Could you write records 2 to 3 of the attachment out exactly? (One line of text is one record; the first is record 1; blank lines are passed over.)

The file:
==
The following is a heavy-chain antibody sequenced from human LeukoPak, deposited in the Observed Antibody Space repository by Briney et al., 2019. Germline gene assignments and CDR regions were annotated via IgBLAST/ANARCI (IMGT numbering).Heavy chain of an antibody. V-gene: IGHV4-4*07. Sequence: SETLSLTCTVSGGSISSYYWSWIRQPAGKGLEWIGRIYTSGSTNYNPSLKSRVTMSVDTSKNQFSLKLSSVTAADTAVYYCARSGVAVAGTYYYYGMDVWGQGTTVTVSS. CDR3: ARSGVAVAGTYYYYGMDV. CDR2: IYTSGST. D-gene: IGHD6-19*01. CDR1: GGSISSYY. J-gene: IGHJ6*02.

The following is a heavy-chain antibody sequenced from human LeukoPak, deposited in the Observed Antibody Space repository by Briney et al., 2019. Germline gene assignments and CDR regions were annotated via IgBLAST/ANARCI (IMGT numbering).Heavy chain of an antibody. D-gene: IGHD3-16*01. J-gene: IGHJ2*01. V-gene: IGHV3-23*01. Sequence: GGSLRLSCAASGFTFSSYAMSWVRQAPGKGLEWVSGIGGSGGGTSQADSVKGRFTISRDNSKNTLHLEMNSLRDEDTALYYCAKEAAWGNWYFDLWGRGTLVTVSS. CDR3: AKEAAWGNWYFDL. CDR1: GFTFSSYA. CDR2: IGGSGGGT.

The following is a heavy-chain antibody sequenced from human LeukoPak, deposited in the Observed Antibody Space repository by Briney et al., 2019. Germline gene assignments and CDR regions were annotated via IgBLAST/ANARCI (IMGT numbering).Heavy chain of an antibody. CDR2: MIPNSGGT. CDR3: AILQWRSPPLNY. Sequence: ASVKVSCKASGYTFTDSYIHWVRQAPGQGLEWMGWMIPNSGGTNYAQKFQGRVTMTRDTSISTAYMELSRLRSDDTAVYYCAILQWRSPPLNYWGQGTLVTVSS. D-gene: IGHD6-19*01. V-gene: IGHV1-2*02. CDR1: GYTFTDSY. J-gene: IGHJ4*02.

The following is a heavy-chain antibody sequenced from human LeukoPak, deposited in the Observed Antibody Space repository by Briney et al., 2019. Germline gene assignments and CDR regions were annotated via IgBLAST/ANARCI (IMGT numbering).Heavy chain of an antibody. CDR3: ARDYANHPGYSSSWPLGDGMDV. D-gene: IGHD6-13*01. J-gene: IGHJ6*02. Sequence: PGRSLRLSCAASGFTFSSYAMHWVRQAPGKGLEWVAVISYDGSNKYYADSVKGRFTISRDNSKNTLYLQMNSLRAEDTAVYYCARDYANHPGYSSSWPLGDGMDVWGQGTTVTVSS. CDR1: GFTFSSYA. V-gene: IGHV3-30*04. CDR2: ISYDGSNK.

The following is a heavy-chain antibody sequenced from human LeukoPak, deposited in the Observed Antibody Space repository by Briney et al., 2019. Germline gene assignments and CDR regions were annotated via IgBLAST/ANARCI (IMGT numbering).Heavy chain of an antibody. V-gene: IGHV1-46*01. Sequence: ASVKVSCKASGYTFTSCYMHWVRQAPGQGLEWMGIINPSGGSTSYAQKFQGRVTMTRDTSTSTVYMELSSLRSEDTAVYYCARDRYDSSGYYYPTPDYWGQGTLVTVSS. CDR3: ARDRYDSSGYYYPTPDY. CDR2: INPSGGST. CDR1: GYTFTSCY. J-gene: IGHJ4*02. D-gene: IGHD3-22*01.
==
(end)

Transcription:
The following is a heavy-chain antibody sequenced from human LeukoPak, deposited in the Observed Antibody Space repository by Briney et al., 2019. Germline gene assignments and CDR regions were annotated via IgBLAST/ANARCI (IMGT numbering).Heavy chain of an antibody. D-gene: IGHD3-16*01. J-gene: IGHJ2*01. V-gene: IGHV3-23*01. Sequence: GGSLRLSCAASGFTFSSYAMSWVRQAPGKGLEWVSGIGGSGGGTSQADSVKGRFTISRDNSKNTLHLEMNSLRDEDTALYYCAKEAAWGNWYFDLWGRGTLVTVSS. CDR3: AKEAAWGNWYFDL. CDR1: GFTFSSYA. CDR2: IGGSGGGT.

The following is a heavy-chain antibody sequenced from human LeukoPak, deposited in the Observed Antibody Space repository by Briney et al., 2019. Germline gene assignments and CDR regions were annotated via IgBLAST/ANARCI (IMGT numbering).Heavy chain of an antibody. CDR2: MIPNSGGT. CDR3: AILQWRSPPLNY. Sequence: ASVKVSCKASGYTFTDSYIHWVRQAPGQGLEWMGWMIPNSGGTNYAQKFQGRVTMTRDTSISTAYMELSRLRSDDTAVYYCAILQWRSPPLNYWGQGTLVTVSS. D-gene: IGHD6-19*01. V-gene: IGHV1-2*02. CDR1: GYTFTDSY. J-gene: IGHJ4*02.